Finding your business a brilliant mentor
Even with a great business idea and a lot of common sense, sometimes it’s nice to have a bit of guidance from someone who’s been there and done that when it comes to growing a small business.
Most business start-ups like the idea of having a mentor on side in principle; they just aren’t sure how to find a decent one. Here are a few tips to finding someone who’s perfect for your business.
Find a business mentor you know
It sounds obvious but the best way to find someone you trust is to look around your contacts for someone you already know, or at least know of. Ask around your friends and family, approach old workmates or managers and search your business networks to see if anyone comes up. See if there’s anyone who you’d consider a role model and approach them; they would more than likely be very flattered and happy to help where they can.
It’s best not to engage someone who is too close to you though; you need impartial advice and honesty, not someone who will agree with everything you do.
If your immediate network doesn’t reveal any obvious choices for a business mentor, go further out and ask other people. Join groups on social media and beyond, put out feelers and ask if there are any great mentors that people would recommend for your type of business.
You could go even further and speak to other business professionals you know – accountants and even lawyers, you never know who they may have on their books that’s the perfect match for you and your business.
Government-backed business mentoring schemes
Take a look at the Mentors Me website which is funded by the British Bankers Association (BBA) and supported by Institute of Directors, Prince’s Trust, British Chambers of Commerce and Federation of Small Businesses. It’s a completely free site that gives small access to quality-assured business mentoring organisations around the UK, with a handy search engine to help you find the perfect person for you.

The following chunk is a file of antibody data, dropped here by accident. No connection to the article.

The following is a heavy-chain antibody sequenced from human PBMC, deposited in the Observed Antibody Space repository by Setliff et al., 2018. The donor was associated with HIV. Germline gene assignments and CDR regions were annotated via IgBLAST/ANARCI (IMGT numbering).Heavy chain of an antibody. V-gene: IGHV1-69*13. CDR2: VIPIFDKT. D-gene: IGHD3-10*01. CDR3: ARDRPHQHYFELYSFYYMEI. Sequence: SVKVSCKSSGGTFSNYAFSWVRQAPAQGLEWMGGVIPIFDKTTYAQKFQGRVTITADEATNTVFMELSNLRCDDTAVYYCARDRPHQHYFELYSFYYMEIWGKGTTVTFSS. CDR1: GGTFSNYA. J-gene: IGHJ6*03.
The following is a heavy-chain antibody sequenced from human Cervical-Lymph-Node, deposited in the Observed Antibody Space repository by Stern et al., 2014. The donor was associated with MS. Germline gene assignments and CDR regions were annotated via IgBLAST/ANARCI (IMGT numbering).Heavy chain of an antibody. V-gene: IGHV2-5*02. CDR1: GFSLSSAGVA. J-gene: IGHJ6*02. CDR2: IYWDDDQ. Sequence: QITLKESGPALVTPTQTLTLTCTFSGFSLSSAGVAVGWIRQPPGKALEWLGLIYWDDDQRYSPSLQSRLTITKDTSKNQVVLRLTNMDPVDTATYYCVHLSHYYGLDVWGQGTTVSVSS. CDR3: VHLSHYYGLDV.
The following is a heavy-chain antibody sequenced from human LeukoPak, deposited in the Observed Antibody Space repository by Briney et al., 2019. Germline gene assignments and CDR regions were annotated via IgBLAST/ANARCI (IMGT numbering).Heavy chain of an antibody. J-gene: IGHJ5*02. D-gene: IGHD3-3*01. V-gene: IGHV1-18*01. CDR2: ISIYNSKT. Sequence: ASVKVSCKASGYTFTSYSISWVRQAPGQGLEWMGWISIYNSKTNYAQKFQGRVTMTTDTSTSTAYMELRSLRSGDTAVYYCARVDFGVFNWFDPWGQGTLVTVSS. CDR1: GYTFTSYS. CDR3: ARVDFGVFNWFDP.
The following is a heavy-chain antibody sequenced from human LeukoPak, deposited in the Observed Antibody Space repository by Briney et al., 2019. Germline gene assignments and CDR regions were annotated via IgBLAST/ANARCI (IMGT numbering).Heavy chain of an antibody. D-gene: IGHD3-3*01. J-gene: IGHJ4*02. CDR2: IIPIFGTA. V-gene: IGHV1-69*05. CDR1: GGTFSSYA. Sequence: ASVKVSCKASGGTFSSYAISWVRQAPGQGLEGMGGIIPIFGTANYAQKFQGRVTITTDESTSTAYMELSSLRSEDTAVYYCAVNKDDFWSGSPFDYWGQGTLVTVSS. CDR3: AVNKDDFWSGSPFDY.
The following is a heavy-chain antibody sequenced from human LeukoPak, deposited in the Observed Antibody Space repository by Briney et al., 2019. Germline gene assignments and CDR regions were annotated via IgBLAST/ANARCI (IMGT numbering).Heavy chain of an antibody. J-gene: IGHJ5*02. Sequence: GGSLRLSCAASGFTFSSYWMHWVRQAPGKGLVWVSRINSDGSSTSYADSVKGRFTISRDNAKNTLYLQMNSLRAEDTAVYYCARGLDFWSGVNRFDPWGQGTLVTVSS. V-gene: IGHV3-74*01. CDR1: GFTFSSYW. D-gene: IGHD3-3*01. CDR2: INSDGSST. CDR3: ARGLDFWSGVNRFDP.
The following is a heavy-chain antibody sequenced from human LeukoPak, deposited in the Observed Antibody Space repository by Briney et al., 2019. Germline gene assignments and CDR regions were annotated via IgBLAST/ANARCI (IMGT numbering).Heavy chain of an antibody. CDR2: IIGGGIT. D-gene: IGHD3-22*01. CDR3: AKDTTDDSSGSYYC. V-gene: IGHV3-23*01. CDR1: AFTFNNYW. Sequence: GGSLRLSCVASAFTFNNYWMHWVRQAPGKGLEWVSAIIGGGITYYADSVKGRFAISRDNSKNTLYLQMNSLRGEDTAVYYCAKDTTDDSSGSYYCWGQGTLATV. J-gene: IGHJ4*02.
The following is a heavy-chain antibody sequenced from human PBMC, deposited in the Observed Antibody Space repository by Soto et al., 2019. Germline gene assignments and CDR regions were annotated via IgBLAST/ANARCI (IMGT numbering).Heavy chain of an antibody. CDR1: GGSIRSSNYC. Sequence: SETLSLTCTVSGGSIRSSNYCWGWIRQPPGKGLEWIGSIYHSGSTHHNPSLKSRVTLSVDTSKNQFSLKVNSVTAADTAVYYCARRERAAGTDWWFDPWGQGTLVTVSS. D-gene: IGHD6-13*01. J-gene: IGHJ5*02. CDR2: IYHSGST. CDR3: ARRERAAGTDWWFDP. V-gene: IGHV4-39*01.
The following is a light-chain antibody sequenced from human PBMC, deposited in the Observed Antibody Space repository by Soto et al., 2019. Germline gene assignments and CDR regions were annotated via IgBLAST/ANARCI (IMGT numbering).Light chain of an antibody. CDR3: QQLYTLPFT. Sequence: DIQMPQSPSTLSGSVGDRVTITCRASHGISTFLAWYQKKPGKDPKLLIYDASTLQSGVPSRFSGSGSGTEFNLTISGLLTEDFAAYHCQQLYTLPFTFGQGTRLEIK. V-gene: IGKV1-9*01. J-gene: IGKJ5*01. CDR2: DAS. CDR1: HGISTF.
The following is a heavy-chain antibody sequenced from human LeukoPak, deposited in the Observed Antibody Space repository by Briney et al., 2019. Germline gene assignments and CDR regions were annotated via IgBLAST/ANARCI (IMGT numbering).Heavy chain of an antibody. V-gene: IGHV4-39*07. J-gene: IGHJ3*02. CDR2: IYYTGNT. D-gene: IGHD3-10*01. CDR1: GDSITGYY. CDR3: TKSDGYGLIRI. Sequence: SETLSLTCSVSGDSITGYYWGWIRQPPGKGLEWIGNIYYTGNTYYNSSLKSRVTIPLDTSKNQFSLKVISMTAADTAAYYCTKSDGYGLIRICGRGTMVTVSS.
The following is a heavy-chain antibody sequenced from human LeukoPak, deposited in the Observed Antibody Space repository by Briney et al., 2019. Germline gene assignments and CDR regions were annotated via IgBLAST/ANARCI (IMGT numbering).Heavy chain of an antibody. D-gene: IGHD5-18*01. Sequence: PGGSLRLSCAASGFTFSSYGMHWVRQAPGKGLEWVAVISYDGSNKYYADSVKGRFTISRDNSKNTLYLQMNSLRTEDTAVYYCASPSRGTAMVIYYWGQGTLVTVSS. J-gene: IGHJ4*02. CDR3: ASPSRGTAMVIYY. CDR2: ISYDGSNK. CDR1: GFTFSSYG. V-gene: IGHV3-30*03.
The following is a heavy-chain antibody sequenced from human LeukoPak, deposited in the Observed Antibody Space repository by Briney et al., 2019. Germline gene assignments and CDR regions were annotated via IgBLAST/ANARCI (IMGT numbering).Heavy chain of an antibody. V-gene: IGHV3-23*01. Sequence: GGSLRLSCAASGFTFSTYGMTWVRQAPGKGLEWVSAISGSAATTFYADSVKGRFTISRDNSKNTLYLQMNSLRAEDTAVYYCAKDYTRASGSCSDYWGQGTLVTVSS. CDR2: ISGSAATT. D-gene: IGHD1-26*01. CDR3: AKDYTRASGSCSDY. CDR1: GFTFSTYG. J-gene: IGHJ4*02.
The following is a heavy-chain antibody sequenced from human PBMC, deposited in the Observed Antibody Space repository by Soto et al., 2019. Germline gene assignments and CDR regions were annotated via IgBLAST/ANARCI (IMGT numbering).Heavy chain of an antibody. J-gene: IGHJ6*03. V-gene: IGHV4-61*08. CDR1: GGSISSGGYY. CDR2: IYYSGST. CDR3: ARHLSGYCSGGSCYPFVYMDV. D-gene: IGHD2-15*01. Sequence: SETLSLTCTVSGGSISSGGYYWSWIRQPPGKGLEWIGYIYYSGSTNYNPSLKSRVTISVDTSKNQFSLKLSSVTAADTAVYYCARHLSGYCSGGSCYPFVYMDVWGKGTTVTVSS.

Ask people you admire for advice
People are generally happy to give advice, so if there’s an entrepreneur you particularly admire, try to either get an introduction, or if that’s not possible geo in cold and ask them for their opinion. You can search LinkedIn and Twitter for key influencers in your industry and approach them too. You have to be a bit realistic with who you approach, though; people like Richard Branson won’t have time to respond to an unsolicited enquiry, so look for a mentor who is approachable and more likely to want to help.
Check out their Twitter feed and see if they get into conversations with other users, that could be a clue to their approachability. It might be a long shot but persistence often pays off and even successful business people love to feel admired and useful.